55 Reading journal prompts that work for ANY book (+free printable)

Written by Michelle Watson

February 20, 2022

If you’re here for reading journal prompts, then you’re likely:

  • a parent searching for your kid
  • an avid reader (like me!) who keeps a book journal

Either way, you’re in the right place, and you’ll find loads of thought-provoking prompts here in this blog post.

Keeping a reading journal is a great way to remember what you’ve read, but it’s also one way to dialogue with your book and the author, like having a conversation. 

And it doesn’t have to be hard work—on the contrary, it should be easy and fun!

Scroll down and you’ll find reading journal prompts for:

  • Students 
  • Adult fiction
  • Adult nonfiction
  • Book clubs

Before we dive in, you need to know that you can grab a free printable with all of these prompts ready to go!

What is a reading journal, anyway?

It’s a notebook, bullet journal, or three-ring binder where you write things about the book you’re reading. That’s it!

If you’re an adult reader who simply wants to journal, then you do this for the sheer delight of it. A reading journal is a private, safe space (offline) where you can jot down your true feelings about a book, as they pop into your mind, without the pressure of anyone else reacting to you.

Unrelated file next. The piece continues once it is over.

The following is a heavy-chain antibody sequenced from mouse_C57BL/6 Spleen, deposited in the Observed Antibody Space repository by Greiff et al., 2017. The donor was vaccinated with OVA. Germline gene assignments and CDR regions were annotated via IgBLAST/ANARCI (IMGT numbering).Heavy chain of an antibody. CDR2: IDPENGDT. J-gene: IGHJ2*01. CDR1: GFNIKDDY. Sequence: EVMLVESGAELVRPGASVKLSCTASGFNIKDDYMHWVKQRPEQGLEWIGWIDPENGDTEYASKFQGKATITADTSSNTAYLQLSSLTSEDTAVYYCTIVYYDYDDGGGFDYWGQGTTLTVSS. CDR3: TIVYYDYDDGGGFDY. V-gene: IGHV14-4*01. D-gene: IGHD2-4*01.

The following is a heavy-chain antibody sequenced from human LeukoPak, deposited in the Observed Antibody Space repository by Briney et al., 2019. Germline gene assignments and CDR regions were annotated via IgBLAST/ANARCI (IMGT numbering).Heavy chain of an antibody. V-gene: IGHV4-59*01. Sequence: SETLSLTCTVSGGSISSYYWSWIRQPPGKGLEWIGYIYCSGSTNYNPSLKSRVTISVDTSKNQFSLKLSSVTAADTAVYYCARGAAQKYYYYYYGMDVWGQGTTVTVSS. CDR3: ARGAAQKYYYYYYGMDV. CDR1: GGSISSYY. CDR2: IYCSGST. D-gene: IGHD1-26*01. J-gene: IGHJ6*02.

For kids and students, it’s usually an assignment for language arts class. Why, oh heavens, WHY? To help students get into the habit of not just passively reading but responding to what they’ve read. That’s why it’s often called a “reading response journal.” And it’s the best way for busy English teachers with big classes to facilitate this learning activity (and grade it). 

But what to actually write in a reading journal? The possibilities are endless and therefore immobilizing. That’s why it’s super helpful to have prompt ideas at the ready.

Now for the good stuff!

Reading journal prompts for students

Here are my favorite prompts for your student’s reading response journal (or narrative journal, dialectical journal, independent reading enrichment, etc.) Use these to support your homeschool reading curriculum OR (my favorite) foster a book club atmosphere in your home.

11 Easy, imaginative reading journal prompts for kids